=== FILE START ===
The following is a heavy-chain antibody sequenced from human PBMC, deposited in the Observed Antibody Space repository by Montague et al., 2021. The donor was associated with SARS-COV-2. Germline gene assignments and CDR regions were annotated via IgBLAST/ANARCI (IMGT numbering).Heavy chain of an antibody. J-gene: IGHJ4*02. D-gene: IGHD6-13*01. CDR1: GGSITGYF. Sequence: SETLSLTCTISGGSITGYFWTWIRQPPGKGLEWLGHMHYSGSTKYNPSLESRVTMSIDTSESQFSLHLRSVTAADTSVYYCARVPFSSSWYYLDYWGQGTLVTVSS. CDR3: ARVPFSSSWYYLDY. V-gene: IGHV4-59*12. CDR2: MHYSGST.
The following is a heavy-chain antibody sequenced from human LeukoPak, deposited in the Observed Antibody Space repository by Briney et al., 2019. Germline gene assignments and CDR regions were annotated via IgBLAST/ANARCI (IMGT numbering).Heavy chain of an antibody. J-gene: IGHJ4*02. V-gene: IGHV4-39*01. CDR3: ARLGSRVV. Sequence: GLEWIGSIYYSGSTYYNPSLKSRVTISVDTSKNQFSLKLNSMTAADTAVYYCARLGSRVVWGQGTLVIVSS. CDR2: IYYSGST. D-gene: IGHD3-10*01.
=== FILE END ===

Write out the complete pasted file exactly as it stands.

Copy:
The following is a heavy-chain antibody sequenced from human PBMC, deposited in the Observed Antibody Space repository by Montague et al., 2021. The donor was associated with SARS-COV-2. Germline gene assignments and CDR regions were annotated via IgBLAST/ANARCI (IMGT numbering).Heavy chain of an antibody. J-gene: IGHJ4*02. D-gene: IGHD6-13*01. CDR1: GGSITGYF. Sequence: SETLSLTCTISGGSITGYFWTWIRQPPGKGLEWLGHMHYSGSTKYNPSLESRVTMSIDTSESQFSLHLRSVTAADTSVYYCARVPFSSSWYYLDYWGQGTLVTVSS. CDR3: ARVPFSSSWYYLDY. V-gene: IGHV4-59*12. CDR2: MHYSGST.
The following is a heavy-chain antibody sequenced from human LeukoPak, deposited in the Observed Antibody Space repository by Briney et al., 2019. Germline gene assignments and CDR regions were annotated via IgBLAST/ANARCI (IMGT numbering).Heavy chain of an antibody. J-gene: IGHJ4*02. V-gene: IGHV4-39*01. CDR3: ARLGSRVV. Sequence: GLEWIGSIYYSGSTYYNPSLKSRVTISVDTSKNQFSLKLNSMTAADTAVYYCARLGSRVVWGQGTLVIVSS. CDR2: IYYSGST. D-gene: IGHD3-10*01.